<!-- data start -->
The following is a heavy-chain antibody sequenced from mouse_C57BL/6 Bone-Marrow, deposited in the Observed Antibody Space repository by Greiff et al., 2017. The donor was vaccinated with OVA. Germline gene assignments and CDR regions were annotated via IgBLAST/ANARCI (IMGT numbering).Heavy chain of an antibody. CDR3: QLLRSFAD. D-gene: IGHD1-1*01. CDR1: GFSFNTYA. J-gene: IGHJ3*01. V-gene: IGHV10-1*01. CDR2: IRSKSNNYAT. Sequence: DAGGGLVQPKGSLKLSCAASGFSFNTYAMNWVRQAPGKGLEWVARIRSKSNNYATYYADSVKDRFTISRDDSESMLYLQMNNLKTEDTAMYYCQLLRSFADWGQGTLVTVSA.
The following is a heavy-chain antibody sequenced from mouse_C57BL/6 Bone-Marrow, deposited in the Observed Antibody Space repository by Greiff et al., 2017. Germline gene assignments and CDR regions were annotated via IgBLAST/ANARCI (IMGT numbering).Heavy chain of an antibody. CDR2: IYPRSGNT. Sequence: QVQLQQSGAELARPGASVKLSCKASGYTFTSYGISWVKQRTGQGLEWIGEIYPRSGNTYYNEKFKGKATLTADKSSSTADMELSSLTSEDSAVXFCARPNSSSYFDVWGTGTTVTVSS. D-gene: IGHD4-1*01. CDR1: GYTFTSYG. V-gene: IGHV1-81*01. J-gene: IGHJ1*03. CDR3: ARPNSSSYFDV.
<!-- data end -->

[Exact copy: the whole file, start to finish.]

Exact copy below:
The following is a heavy-chain antibody sequenced from mouse_C57BL/6 Bone-Marrow, deposited in the Observed Antibody Space repository by Greiff et al., 2017. The donor was vaccinated with OVA. Germline gene assignments and CDR regions were annotated via IgBLAST/ANARCI (IMGT numbering).Heavy chain of an antibody. CDR3: QLLRSFAD. D-gene: IGHD1-1*01. CDR1: GFSFNTYA. J-gene: IGHJ3*01. V-gene: IGHV10-1*01. CDR2: IRSKSNNYAT. Sequence: DAGGGLVQPKGSLKLSCAASGFSFNTYAMNWVRQAPGKGLEWVARIRSKSNNYATYYADSVKDRFTISRDDSESMLYLQMNNLKTEDTAMYYCQLLRSFADWGQGTLVTVSA.
The following is a heavy-chain antibody sequenced from mouse_C57BL/6 Bone-Marrow, deposited in the Observed Antibody Space repository by Greiff et al., 2017. Germline gene assignments and CDR regions were annotated via IgBLAST/ANARCI (IMGT numbering).Heavy chain of an antibody. CDR2: IYPRSGNT. Sequence: QVQLQQSGAELARPGASVKLSCKASGYTFTSYGISWVKQRTGQGLEWIGEIYPRSGNTYYNEKFKGKATLTADKSSSTADMELSSLTSEDSAVXFCARPNSSSYFDVWGTGTTVTVSS. D-gene: IGHD4-1*01. CDR1: GYTFTSYG. V-gene: IGHV1-81*01. J-gene: IGHJ1*03. CDR3: ARPNSSSYFDV.